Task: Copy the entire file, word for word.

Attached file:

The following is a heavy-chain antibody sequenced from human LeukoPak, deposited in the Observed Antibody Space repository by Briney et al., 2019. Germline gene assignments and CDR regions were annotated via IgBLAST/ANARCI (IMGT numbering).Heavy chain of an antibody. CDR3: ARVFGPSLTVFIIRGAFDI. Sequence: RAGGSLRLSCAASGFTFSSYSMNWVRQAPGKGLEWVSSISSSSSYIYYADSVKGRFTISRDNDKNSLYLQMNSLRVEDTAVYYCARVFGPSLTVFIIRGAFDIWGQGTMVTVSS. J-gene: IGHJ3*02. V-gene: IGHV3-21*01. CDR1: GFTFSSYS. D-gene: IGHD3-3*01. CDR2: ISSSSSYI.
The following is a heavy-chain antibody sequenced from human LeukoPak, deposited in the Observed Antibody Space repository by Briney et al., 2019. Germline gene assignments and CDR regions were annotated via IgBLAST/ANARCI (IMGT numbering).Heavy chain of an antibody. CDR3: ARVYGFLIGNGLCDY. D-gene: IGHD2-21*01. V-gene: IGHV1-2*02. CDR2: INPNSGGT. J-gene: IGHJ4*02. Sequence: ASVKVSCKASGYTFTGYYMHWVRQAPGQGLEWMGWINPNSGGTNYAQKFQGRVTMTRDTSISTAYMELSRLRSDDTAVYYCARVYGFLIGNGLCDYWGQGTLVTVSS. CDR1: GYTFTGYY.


The following is a heavy-chain antibody sequenced from human LeukoPak, deposited in the Observed Antibody Space repository by Briney et al., 2019. Germline gene assignments and CDR regions were annotated via IgBLAST/ANARCI (IMGT numbering).Heavy chain of an antibody. CDR3: ARVFGPSLTVFIIRGAFDI. Sequence: RAGGSLRLSCAASGFTFSSYSMNWVRQAPGKGLEWVSSISSSSSYIYYADSVKGRFTISRDNDKNSLYLQMNSLRVEDTAVYYCARVFGPSLTVFIIRGAFDIWGQGTMVTVSS. J-gene: IGHJ3*02. V-gene: IGHV3-21*01. CDR1: GFTFSSYS. D-gene: IGHD3-3*01. CDR2: ISSSSSYI.
The following is a heavy-chain antibody sequenced from human LeukoPak, deposited in the Observed Antibody Space repository by Briney et al., 2019. Germline gene assignments and CDR regions were annotated via IgBLAST/ANARCI (IMGT numbering).Heavy chain of an antibody. CDR3: ARVYGFLIGNGLCDY. D-gene: IGHD2-21*01. V-gene: IGHV1-2*02. CDR2: INPNSGGT. J-gene: IGHJ4*02. Sequence: ASVKVSCKASGYTFTGYYMHWVRQAPGQGLEWMGWINPNSGGTNYAQKFQGRVTMTRDTSISTAYMELSRLRSDDTAVYYCARVYGFLIGNGLCDYWGQGTLVTVSS. CDR1: GYTFTGYY.